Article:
So, you think you’re a data-driven marketer. Or perhaps you aspire to be one, but are convinced that data-driven marketers have unattainable analytics skills. In fact, being data-driven is simply a way of thinking. Data-driven marketers embrace the rigors required to move from talking about data to using it, extensively, to get more from their marketing.
One significant benefit of data-driven marketing? Succeeding at digital transformation—an outcome that is essential to many CEOs. According to a recent Forrester Research report, about 30 percent of CEOs polled are planning to fire their CMOs in 2017 for lacking the blended skill set needed “to pull off digital business transformation.” The report recommends that chief marketers “develop their art and science acumen to survive.”
Doing so is eminently attainable. There are proficiencies many marketers already have that they can use to cultivate their data-driven marketing mindset—and in the process, ensure success at digital transformation. Here are five:
Marketers need to see links between seemingly unrelated notions; to uncover anomalies or commonalities that represent an opportunity. Creativity is vital to this. In today’s digital world, customers are always on and there is a continuous flow of information across an ever-growing array of channels. Marketers able to see patterns and trends in customers’ behavior across these channels will uncover unexpected and valuable insights. Access to the right data—for example, feeds that track customer behavior across channels—can help marketers think more creatively.
Customers expect real-time relevance no matter what channel they’re in. So, marketers need to deliver relevant offers and communications, in any channel, at a customer’s moment of need. Journey mapping is one way to achieve this. Drafting customer journey maps across the entire lifecycle can help marketers understand customers’ motivations and intentions and, as a result, help them make recommendations relevant to where customers are in their journey.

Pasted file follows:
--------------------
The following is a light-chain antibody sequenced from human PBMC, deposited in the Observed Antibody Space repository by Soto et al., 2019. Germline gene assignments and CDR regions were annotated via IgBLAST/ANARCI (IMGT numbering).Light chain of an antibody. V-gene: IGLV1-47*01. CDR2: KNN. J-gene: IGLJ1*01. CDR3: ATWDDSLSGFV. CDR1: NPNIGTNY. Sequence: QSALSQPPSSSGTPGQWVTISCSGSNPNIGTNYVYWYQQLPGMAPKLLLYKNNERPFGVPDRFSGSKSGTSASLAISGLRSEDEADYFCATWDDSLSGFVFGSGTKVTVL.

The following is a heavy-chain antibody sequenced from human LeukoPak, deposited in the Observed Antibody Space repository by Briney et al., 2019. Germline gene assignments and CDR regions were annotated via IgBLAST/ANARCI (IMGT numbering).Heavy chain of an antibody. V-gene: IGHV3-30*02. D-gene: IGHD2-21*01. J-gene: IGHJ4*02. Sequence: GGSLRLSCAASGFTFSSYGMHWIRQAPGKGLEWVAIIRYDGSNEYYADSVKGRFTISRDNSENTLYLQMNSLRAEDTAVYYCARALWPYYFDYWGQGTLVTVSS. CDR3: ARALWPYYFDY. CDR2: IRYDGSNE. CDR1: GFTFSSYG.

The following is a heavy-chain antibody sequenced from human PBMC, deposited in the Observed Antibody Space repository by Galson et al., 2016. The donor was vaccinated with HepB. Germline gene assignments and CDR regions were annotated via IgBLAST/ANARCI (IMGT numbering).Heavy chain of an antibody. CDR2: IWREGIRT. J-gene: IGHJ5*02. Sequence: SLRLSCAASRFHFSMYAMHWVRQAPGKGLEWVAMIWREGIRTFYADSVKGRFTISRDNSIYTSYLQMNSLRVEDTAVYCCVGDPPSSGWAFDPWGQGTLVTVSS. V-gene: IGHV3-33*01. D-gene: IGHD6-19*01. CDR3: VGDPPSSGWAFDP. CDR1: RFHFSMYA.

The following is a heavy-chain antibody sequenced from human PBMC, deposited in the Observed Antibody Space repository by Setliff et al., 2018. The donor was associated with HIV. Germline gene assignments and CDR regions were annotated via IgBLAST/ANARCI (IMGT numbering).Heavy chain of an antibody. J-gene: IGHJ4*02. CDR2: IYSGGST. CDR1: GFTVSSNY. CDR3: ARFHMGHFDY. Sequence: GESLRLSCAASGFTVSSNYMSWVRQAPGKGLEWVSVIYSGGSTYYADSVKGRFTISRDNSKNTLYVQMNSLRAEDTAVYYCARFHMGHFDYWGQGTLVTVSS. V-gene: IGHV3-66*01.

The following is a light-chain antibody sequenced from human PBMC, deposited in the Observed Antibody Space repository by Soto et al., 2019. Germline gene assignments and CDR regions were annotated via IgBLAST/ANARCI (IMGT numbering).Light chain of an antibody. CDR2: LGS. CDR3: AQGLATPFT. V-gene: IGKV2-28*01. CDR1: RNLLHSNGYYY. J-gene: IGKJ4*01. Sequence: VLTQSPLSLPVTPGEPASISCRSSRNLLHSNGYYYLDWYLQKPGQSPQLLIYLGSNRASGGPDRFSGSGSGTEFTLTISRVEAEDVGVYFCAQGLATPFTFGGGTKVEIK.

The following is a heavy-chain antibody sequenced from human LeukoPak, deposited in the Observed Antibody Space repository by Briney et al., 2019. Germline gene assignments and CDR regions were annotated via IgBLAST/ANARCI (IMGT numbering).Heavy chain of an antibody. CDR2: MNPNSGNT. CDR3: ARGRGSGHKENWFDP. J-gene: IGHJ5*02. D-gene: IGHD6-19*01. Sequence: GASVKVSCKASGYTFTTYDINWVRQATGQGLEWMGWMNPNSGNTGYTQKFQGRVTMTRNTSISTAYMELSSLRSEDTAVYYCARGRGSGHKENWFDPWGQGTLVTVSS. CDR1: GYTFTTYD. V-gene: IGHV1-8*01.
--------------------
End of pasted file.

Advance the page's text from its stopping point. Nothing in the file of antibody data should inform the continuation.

Marketers need to be comfortable with risk taking to be innovative. In this time of digital transformation, however, risk-averse marketers can feel especially challenged due to the myriad communications options available. One way to get comfortable taking the risks needed for innovation and digital transformation is to structure marketing operations and programs to include testing and optimization. This approach enables marketing teams to tweak for optimization over time, and makes innovation more about systems thinking than risk taking.
Marketers tend to make strategic decisions using a combination of analysis and judgment. Today’s overabundance of channels and data make judgment harder. Plus, customers’ outsized expectations require that marketers use technology to help respond in the moment with communications that are relevant to each customer individually. As part of their digital transformation, marketers can use advanced customer data analytics to automate select decisions at the point of customer contact for specific campaigns, and then monitor what the technology is doing.
Marketers need to be more focused on results than ever before. Along with revenue growth, marketers need to take actions that increase profitability, reduce costs, and deliver customer value at the point of interaction. Two data sources—customer engagement and testing—especially allow marketers not only to better understand their customers, but also to better measure marketing performance. As a result, data marketers can be more bottom-line oriented as they consider their impact on customers and the value their company is creating for them.
Marketers who focus on these five competencies will build their data-driven marketing muscles. They’re also the ones who can best harness data to enable the digital transformation that today’s CEOs expect and the market requires.